Fundamental principles of the women’s movements of the developed nations were widely disseminated throughout the Third World during the 1970s and 1980s, and they became integrated into the renewed Third World movements that emerged after 1995. In its global dissemination and integration into Third World movements, feminism was transformed. The new Third World feminism selected key ideas from liberal, radical, and socialist feminism in order to formulate an understanding that could attain popular consensus. Taking from liberal feminism its focus on equal rights for women, Third World feminism affirms the right of women to full and equal participation in the construction of a just, democratic, and sustainable world. Taking from radical feminism the recognition that violence against women is a systemic problem, Third World feminism mobilizes public opinion and engages in political education in relation to the problem of violence against women, and it seeks to establish structures of support for women who have been victimized by violence. Taking from socialist feminism the need for integration, Third World feminism sees its role as one of redeeming the general social struggle of the people and of bringing the struggle to a more advanced stage. In this process of integration into the popular movement, Third World feminism treats with delicacy the issues of lesbianism and abortion, seeing these issues as divisive and as undermining the possibility for a practical integration of fundamental feminist concepts into the unfolding anti-neocolonial popular movements. As a result of its creative adaptation to its particular social and economic conditions and its sensitivity to popular sentiments, Third World feminism has become an integral part of a global movement that today challenges global neocolonial structures and that seeks to construct a just, democratic, and sustainable world-system.
In a series of conversations that I had in 1998 with founders of women’s organizations in Honduras, the principal leaders of the Honduran women’s movement described to me this process of the transformation of feminism. They had found compelling the fundamental concepts of feminism that had been formulated in the developed nations. But they understood the necessity of adapting feminism to their particular social and economic conditions. Thus they gave emphasis to some concepts and rejected others, and they developed an alternative form of feminism. Their approach was sometimes criticized by feminists from the North as an immature feminism, but they insisted on defending their feminism as valid and as appropriate for the neocolonial situation of their country (McKelvey 1999).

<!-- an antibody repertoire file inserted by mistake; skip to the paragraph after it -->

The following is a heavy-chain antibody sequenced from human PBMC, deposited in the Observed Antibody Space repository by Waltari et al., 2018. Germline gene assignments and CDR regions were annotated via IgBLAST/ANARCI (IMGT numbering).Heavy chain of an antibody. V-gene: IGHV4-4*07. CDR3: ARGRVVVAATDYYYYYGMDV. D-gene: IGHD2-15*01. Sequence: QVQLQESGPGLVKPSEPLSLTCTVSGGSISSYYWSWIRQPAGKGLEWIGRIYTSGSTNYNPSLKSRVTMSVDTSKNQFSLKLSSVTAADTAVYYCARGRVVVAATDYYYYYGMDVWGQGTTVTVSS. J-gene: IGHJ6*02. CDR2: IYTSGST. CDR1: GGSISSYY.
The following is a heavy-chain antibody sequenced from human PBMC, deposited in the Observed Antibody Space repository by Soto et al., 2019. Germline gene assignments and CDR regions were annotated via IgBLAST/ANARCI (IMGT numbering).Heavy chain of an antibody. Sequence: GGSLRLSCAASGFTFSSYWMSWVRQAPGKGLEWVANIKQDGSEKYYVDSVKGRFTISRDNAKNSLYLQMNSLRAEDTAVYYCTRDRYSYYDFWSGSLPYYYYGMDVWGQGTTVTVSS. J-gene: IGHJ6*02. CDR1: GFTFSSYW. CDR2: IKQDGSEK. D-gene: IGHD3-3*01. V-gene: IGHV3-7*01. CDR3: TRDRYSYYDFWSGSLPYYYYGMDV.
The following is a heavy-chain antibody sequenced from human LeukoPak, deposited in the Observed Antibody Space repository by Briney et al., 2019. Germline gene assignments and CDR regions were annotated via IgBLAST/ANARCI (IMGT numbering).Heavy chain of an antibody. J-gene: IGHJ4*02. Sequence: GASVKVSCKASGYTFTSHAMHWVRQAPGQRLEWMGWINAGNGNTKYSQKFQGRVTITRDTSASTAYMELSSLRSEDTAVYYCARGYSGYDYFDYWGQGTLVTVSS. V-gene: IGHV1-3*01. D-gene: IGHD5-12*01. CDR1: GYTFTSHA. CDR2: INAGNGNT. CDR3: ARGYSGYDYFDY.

Thus we may speak of the internationalization and transformation of feminism. As a form of feminism that is integrally connected to popular anti-neocolonial movements, Third World feminism could be interpreted as a more advanced formulation that synthesizes concepts that emerge from social struggles against multiple forms of domination. Perhaps the “womanist” formulations that have emerged in the black community are a particular manifestation of this integral and more comprehensive form of feminism.
Buechler, Steven M. 1990. Women’s Movements in the United States. New Brunswick: Rutgers University Press.
Madoo Lengermann, Patricia and Gillian Niebrugge. 2008. “Contemporary Feminist Theories” in George Ritzer, Sociological Theory, Seventh Edition, Pp. 450-97. Boston: McGraw-Hill.
McKelvey, Charles. 1994. The African-American Movement: From Pan-Africanism to the Rainbow Coalition. Bayside, New York: General Hall.
__________. 1999. "Feminist Organizations and Grassroots Democracy in Honduras" in Jill Bystydzienski and Joti Sekhon, eds., Democratization and Women's Grassroots Movements. Bloomington: Indiana University Press, Pp. 196-213.
Zinn, Howard. 2005. A People’s History of the United States: 1492 – Present. New York: HarperCollins Publishers, Harper Perennial Modern Classics